So when heroes like Sheryl Sandberg tell these women, all women, to toughen up and lean in, it sounds less like good advice and more like victim blaming. Her book gets it mostly wrong. She attributes workplace fails to women’s feminine, deferential behaviour, to their politeness and to their silence, to their softness and to the way they balk at working weekends or ‘tough jobs’. To her, women are overlooked for leadership roles not only because they don’t know how to ask for a seat at the table, but also because they don’t want it bad enough. Guess who’s always been telling women they aren’t good enough, Ms. Sandberg, explaining their own feelings to them, infantilizing them? Men. And women like yourself, who forget their place and their privilege. Ornery women’s workplace problems can and never will be solved, as you suggest, by women being less women-y. Blaming the women is like telling the tortoise she’s set up for inevitable failure against the hare because she’s slow and stupid, not because the race is rigged. To Ms. Sandberg’s credit, she’s acknowledged that the Here underachieving sister, let me show you how it’s done slant of her book was a bad choice. Her apologies are too little too late; for the half- decade since its publication the book’s been telling women how they must behave in the workplace in the most damaging way possible.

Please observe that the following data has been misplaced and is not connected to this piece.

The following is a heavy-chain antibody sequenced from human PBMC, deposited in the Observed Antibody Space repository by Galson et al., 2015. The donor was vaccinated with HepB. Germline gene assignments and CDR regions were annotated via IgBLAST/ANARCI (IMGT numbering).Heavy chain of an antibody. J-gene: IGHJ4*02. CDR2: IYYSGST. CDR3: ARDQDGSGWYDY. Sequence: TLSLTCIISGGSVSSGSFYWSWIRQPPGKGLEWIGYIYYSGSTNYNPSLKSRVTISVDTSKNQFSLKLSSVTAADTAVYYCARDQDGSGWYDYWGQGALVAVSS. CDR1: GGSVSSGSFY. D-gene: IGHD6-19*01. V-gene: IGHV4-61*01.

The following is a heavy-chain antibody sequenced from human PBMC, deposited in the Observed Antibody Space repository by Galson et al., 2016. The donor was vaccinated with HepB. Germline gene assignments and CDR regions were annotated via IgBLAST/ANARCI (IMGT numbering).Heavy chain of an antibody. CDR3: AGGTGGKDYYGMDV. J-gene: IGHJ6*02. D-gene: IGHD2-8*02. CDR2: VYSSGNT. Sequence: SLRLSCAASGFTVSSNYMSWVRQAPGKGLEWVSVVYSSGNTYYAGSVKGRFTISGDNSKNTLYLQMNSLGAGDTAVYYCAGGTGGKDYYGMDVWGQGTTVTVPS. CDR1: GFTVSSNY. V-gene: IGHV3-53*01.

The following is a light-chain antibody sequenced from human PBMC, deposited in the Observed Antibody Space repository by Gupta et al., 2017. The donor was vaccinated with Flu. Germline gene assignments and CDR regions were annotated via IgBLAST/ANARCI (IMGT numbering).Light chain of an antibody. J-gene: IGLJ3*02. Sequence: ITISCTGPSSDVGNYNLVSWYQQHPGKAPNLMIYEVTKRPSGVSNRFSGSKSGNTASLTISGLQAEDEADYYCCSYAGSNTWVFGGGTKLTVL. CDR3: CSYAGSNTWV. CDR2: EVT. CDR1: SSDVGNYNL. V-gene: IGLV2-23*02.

This is why I LOVE Sarah Cooper’s funny, relatable, cleverly illustrated riff on the corporate self help genre, How To Be Successful Without Hurting Men’s Feelings: Non Threatening Leadership Strategies For Women. She does not discuss women’s issues in the apologetic, exasperated, patronising tone employed by the likes of Sandberg. Instead this former Googler makes grim jokes about the toxic bro culture in Silicon Valley, turning the heat on the men who benefit from the too- nice, accommodating women around them. Whether you’re working at a tech startup or at one of the OGs, or are pitching your baby business to a VC, you’re very likely to find yourself in tragicomic situations that test every last drop of your self esteem. Nothing’s good enough- not your undeniable competence, not your proven successes, not even the full force of your very likeable personality. Cooper’s solution is to give us three moustache stickers- maybe go wearing one and you’ll fool them into thinking the opposite of what they thought of you.